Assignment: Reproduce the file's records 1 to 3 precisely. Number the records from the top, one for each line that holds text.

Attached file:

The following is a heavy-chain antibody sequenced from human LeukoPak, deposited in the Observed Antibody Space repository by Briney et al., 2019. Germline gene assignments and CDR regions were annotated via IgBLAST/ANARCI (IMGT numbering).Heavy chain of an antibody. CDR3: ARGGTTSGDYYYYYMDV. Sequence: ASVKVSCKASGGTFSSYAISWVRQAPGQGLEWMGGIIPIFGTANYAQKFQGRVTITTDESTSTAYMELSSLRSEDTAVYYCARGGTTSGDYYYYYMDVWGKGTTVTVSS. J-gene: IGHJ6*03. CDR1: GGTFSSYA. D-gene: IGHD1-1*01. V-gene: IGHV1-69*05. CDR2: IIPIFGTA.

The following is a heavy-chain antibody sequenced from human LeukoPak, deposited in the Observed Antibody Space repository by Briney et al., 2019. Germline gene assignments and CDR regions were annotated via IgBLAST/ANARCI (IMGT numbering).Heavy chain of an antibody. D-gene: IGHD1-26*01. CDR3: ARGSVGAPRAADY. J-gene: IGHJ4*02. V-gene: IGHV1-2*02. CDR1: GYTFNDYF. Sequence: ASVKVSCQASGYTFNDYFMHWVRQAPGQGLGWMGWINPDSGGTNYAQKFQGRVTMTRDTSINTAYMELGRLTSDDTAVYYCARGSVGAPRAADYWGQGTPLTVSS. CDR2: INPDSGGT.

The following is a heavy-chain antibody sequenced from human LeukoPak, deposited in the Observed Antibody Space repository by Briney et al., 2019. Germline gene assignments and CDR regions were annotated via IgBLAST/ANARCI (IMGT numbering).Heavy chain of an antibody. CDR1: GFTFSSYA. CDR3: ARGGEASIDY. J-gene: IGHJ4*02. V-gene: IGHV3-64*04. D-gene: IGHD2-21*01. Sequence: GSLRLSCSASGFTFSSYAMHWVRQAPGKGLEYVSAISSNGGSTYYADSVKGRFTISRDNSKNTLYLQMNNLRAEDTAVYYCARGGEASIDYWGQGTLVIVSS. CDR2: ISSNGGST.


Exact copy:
The following is a heavy-chain antibody sequenced from human LeukoPak, deposited in the Observed Antibody Space repository by Briney et al., 2019. Germline gene assignments and CDR regions were annotated via IgBLAST/ANARCI (IMGT numbering).Heavy chain of an antibody. CDR3: ARGGTTSGDYYYYYMDV. Sequence: ASVKVSCKASGGTFSSYAISWVRQAPGQGLEWMGGIIPIFGTANYAQKFQGRVTITTDESTSTAYMELSSLRSEDTAVYYCARGGTTSGDYYYYYMDVWGKGTTVTVSS. J-gene: IGHJ6*03. CDR1: GGTFSSYA. D-gene: IGHD1-1*01. V-gene: IGHV1-69*05. CDR2: IIPIFGTA.

The following is a heavy-chain antibody sequenced from human LeukoPak, deposited in the Observed Antibody Space repository by Briney et al., 2019. Germline gene assignments and CDR regions were annotated via IgBLAST/ANARCI (IMGT numbering).Heavy chain of an antibody. D-gene: IGHD1-26*01. CDR3: ARGSVGAPRAADY. J-gene: IGHJ4*02. V-gene: IGHV1-2*02. CDR1: GYTFNDYF. Sequence: ASVKVSCQASGYTFNDYFMHWVRQAPGQGLGWMGWINPDSGGTNYAQKFQGRVTMTRDTSINTAYMELGRLTSDDTAVYYCARGSVGAPRAADYWGQGTPLTVSS. CDR2: INPDSGGT.

The following is a heavy-chain antibody sequenced from human LeukoPak, deposited in the Observed Antibody Space repository by Briney et al., 2019. Germline gene assignments and CDR regions were annotated via IgBLAST/ANARCI (IMGT numbering).Heavy chain of an antibody. CDR1: GFTFSSYA. CDR3: ARGGEASIDY. J-gene: IGHJ4*02. V-gene: IGHV3-64*04. D-gene: IGHD2-21*01. Sequence: GSLRLSCSASGFTFSSYAMHWVRQAPGKGLEYVSAISSNGGSTYYADSVKGRFTISRDNSKNTLYLQMNNLRAEDTAVYYCARGGEASIDYWGQGTLVIVSS. CDR2: ISSNGGST.